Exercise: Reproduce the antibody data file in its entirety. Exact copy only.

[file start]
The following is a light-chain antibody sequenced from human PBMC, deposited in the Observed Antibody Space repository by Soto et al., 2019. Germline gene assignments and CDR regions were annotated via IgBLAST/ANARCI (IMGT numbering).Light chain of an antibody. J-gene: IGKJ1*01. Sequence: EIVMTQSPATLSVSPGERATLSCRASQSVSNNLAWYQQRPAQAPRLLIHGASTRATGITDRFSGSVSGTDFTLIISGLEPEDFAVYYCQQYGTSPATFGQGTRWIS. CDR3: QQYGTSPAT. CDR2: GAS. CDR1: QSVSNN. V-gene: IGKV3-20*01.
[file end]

The following is a light-chain antibody sequenced from human PBMC, deposited in the Observed Antibody Space repository by Soto et al., 2019. Germline gene assignments and CDR regions were annotated via IgBLAST/ANARCI (IMGT numbering).Light chain of an antibody. J-gene: IGKJ1*01. Sequence: EIVMTQSPATLSVSPGERATLSCRASQSVSNNLAWYQQRPAQAPRLLIHGASTRATGITDRFSGSVSGTDFTLIISGLEPEDFAVYYCQQYGTSPATFGQGTRWIS. CDR3: QQYGTSPAT. CDR2: GAS. CDR1: QSVSNN. V-gene: IGKV3-20*01.